3. Iniki. Eddie gets sent to Hawaii a few days after a Hurricane hits and learns how not all aircraft limitations apply to SAM Fox pilots. The flight lesson covers limitations discipline.

  4. TLAR. Eddie gets "recommended for a recommend ride," one step along the way to upgrade. He rescues his more experienced instructor — a proponent of "That Looks About Right" — from a badly flown, unstabilized approach. He gets the recommendation. The flight lesson covers stabilized approaches by dissecting each aspect of the approach.

  5. 12-Pack. The SAM Mafia throws "the mother of all checkrides" at Eddie. His friends inside the system confront the arrogance of the SAM Mafia, Eddie wins round one, the "local" check, but there is still the line check to come. The flight lesson covers the opposite of that arrogance: humility.

  6. Ivan. Round Two sees Eddie sent into the deepest regions of the crumbling Soviet Union carrying a peace keeping team between two newly freed countries spoiling for a war. The flight lesson is all about how to avoid being intercepted and how to evade a missile.

  7. Minimums. Eddie learns there is a secret world of SAM Fox dedicated to flying as yet another layer of back up to Air Force One. Flying this new mission Eddie is introduced into new methods of expanding SAM Fox instrument minimums based on "we've always done it that way." The flight lesson is about the normalization of deviance.

  8. Deviant. Eddie finds himself flying an approach down to minimums "plus" and some suspect he has been admitted into the SAM Fox Mafia. The flight lesson is all about procedural intentional non-compliance.

  9. Welcome Back, Eddie! Eddie flies an Air Force One Back Up mission where he is pushed into using his last drop of fuel. Eddie realizes that the SAM Mafia doesn't really believe the order of priorities in the motto "Safety, Comfort, Reliability." As he learns this, he is promoted to lieutenant colonel and made the wing's chief of safety. The flight lesson is all about developing "rules of fuel."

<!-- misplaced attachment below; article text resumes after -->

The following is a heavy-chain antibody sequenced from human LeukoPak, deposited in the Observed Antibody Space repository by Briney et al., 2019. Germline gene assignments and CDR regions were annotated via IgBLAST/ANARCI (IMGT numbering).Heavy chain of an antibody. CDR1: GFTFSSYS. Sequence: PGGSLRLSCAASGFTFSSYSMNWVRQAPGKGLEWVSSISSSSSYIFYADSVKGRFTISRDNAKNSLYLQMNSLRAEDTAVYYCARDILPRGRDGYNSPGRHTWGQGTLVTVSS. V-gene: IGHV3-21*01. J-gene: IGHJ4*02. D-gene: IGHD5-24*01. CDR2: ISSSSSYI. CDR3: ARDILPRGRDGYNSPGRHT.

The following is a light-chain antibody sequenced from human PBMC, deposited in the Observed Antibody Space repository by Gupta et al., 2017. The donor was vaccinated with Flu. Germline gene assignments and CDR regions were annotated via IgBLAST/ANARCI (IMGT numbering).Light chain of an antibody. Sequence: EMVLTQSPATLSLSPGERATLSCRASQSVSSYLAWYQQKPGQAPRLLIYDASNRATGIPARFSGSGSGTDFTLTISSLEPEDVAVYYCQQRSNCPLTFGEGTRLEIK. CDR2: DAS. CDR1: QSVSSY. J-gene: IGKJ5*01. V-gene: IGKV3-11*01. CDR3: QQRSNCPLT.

10. Expertise. Eddie takes over the wing's safety office and discovers a few skeletons in the closet. Eddie starts to push back against the SAM Mafia and gains confidence when saying "no" where that answer was unacceptable. The flight lesson is about "Saying No."

  11. Sam Foxed. Eddie confronts the SAM Fox ban against admitting aircraft problems to the world and declaring an emergency with air traffic control. The new wing commander befriends Eddie in an attempt to understand this SAM mentality and realizes Eddie's safety first attitude better serves the wing. The flight lesson is all about declaring an emergency.

  12. Exit Strategy. The wing decides to launch an aircraft into severe icing because the President said they would and no one in the organization is willing to say the word "no." Eddie fights the system and appears to lose. The new wing commander has Eddie's back. The flight lesson is all about the concept of "You don't know what you don't know."
  13. Going Forward. Eddie ends up at the Pentagon where he controls the 89th's operating, maintenance, and acquisition budgets. After a year of trying, he succeeds in getting the wing an airplane to replace their 30-year-old Boeing 707s. Along the way he discovers the secret behind the true meaning of "Experto Crede" and is rewarded with his own squadron. Eddie Haskel, squadron commander?


Print Version or eBook?

I priced each book at the minimum level the publisher would allow. For an eBook that ends up being $9.99 and because the printed book is all color and 220 pages, that ended up being $14.99. So there is that, the print book will cost you another five dollars.

I suppose it is easier to search for things in the electronic version but the print version does have an index. You can carry the eBook wherever you carry your electronic device. (It is published for the Kindle but Kindle readers are available for your iPad, your PC, your MacBook, just about everything.) The print version isn't too hard to carry, though. It is published on 6" x 9" stock and is a half inch thick. I think it will look smart on any aviation library, especially as part of a five volume set.

So I can't answer this for you. Me? I plan on buying both.


Where do I buy?

The publisher says "anywhere fine books are sold," but there is the matter of public interest. (This is a book for pilots, no doubt about it.) The book becomes available on November 1st, 2016.